Did You Know This About Our Country? (with activities for students) | Mentoring in the Middle

Did You Know This About Our Country? (with activities for students)

Do you enjoy history?  I get fascinated imagining how people, back in the day, did the things they did with the tools they had.  Do you?  I marvel at the spirit of curiosity, and how it pushes people to explore more and reach farther.

I am also a huge fan of our national parks.  I think they are one of the BEST investments this country has made in itself!  

My husband and I had the unexpected chance to travel to Colonial National Historic Park for a few days last week, to Williamsburg, Jamestown, and Yorktown.  It was eye-opening on some levels!

Here are some fun, new facts I learned that can easily be incorporated into Social Studies lessons!

Back in the day, all land claimed by the British was called Virginia.  Captain Batholomew Gosnold traveled to "Virginia" in 1602.  He was actually in Massachusetts.  He came to fish, and, discovering so much cod, he named the peninsula where they anchored Cape Cod.  He also named Martha's Vineyard after one of his daughters.  


1.  Have your students research the names of other sites along the Eastern Coast of the United States and see how they got their names.

2.  Have them research local sites and names to see where they came from.  

Jamestown, VA was settled in 1607.  Gosnold was instrumental in setting up the colony on the James River in 1607 but died three months after arriving. 

The Pilgrims landed on Plymouth Rock in Massachusetts in 1620.  So, two things.  First of all, have you seen the rock?  How exactly did they land "on it"?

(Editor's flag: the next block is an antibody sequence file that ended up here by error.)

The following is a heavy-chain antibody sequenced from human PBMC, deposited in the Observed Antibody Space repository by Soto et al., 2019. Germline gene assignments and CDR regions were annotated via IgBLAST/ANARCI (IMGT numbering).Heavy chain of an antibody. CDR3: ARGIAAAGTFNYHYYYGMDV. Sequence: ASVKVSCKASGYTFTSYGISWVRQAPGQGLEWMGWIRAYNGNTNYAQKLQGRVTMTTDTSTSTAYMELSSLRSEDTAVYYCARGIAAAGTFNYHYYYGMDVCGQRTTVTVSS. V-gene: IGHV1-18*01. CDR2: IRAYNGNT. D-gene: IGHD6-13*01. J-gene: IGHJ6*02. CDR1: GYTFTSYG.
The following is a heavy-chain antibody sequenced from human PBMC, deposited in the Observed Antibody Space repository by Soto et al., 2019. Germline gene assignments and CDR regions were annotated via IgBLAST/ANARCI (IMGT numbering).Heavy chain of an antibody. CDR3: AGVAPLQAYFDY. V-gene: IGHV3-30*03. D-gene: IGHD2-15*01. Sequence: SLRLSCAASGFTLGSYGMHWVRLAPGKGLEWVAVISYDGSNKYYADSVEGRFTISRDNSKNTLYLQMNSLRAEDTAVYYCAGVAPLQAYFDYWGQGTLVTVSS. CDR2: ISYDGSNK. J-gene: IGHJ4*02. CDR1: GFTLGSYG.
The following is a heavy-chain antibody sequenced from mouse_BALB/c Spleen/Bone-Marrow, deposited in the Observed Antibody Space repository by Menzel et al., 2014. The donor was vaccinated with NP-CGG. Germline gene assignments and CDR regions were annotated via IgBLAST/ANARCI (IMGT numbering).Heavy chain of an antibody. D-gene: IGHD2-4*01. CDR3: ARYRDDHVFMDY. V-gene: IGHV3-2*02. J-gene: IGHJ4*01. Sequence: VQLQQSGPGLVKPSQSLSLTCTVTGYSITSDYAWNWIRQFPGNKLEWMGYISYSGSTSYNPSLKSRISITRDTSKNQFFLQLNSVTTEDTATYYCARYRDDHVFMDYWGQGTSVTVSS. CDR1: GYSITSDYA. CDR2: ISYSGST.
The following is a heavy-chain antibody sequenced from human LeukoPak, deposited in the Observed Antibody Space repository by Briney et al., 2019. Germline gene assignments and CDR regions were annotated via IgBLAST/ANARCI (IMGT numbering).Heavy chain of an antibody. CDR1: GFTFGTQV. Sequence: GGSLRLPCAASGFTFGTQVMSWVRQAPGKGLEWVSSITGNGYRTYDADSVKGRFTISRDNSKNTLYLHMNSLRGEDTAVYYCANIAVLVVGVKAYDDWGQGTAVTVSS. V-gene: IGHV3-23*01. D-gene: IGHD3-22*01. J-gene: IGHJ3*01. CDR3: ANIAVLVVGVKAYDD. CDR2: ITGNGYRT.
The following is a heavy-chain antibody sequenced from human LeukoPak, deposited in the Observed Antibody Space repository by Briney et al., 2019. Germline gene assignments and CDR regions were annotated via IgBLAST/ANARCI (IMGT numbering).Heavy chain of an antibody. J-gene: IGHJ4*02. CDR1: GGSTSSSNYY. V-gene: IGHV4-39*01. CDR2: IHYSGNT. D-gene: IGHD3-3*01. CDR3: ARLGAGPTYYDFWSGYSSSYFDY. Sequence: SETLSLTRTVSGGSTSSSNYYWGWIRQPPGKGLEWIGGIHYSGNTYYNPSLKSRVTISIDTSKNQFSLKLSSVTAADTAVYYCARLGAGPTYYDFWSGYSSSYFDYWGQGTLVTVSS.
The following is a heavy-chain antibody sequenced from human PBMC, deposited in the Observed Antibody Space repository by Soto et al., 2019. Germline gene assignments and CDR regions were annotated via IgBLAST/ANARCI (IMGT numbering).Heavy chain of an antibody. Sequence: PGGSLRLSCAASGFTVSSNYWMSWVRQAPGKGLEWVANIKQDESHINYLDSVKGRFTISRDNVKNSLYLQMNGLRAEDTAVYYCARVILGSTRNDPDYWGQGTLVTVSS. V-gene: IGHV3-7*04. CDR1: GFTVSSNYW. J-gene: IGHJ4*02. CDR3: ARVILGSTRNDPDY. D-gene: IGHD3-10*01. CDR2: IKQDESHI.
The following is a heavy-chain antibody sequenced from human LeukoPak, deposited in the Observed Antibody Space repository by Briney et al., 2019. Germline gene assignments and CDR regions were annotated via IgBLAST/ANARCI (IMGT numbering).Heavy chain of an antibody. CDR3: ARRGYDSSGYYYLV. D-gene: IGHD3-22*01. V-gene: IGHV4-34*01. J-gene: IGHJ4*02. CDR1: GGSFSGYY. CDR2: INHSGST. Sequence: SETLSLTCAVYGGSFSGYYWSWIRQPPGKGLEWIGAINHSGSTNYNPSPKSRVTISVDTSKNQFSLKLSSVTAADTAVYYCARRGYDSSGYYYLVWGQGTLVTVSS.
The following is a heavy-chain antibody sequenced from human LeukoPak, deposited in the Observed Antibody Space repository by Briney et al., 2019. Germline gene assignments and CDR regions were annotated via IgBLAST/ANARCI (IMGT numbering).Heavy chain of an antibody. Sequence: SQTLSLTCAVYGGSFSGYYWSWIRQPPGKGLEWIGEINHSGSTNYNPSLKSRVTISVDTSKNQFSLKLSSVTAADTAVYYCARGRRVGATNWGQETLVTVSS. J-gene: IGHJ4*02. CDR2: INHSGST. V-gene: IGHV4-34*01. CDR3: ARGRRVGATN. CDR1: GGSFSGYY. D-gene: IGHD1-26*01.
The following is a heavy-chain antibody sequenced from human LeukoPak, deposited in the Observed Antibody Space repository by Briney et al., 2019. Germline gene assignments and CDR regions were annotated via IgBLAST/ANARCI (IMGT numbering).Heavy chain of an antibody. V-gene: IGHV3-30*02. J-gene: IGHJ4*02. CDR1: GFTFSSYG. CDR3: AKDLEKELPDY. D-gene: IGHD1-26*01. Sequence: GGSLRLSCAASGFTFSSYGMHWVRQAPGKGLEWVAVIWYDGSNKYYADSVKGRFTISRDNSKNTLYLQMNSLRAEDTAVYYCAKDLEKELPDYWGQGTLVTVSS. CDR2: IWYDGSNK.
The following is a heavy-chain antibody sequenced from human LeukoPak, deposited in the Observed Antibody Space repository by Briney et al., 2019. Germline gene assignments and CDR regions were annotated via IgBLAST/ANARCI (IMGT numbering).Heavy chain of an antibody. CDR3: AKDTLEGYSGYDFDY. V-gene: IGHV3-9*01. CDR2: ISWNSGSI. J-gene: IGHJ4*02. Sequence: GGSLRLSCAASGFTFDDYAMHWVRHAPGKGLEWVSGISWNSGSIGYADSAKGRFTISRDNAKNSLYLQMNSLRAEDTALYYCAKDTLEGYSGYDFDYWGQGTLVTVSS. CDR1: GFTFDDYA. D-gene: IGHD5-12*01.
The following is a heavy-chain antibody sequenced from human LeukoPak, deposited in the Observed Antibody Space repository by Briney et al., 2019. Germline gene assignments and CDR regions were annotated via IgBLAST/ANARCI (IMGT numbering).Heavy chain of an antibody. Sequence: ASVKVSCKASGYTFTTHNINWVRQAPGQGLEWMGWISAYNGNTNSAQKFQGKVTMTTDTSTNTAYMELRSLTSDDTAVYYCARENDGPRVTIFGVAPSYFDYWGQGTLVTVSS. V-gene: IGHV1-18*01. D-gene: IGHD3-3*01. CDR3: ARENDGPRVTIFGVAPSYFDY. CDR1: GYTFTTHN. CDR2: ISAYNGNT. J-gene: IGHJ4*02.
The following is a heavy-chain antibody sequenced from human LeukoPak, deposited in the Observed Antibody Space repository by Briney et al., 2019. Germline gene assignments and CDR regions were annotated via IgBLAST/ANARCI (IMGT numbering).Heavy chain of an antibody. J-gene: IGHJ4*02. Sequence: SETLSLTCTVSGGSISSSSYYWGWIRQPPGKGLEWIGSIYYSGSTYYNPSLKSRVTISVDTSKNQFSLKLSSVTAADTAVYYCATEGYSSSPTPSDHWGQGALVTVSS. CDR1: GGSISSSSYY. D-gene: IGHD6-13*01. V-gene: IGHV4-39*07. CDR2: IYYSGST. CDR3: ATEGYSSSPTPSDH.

But the more important question:  why do we teach our students that the first settled colony was made by the Pilgrims?  The colony at Jamestown had been in existence for 13 years by then.

I don't know if this is folklore or fact but the story goes that after the Civil War ended, historians weren't happy about giving Jamestown credit for being the first colony, especially with Richmond (the seat of the Confederacy) so close by.  So they neatly forgot those facts when writing about the history of our country.


1.  Divide your students into groups, with some of the groups researching the Pilgrims settling in Massachusetts and others researching Jamestown.  Have them pull their ideas together and set up a debate.  Which settlement should get the most recognition in our history books?  Why?


And again, with the math!  The government at Jamestown was founded on democratic principles.  So, by the time the Declaration of Independence was signed in 1776, the country had experienced almost 150 years of democracy already.  I'd never thought about that!


1.  There had to be other settlements besides Plymouth Rock and Jamestown.  Where were they?  

2.  What democratic principles from England were carried over to the United States?  Which of those still stand?

The Revolutionary War was sort of the first world war.  Soldiers from Germany, France, England, and countries in Africa (slaves fighting to earn their freedom) all fought against the British.  Actually, Germans fought on both sides, which had to have been a little awkward when they met up!


1.  How many countries were involved in the Revolutionary War?  Should it be considered World War I?  Explain.

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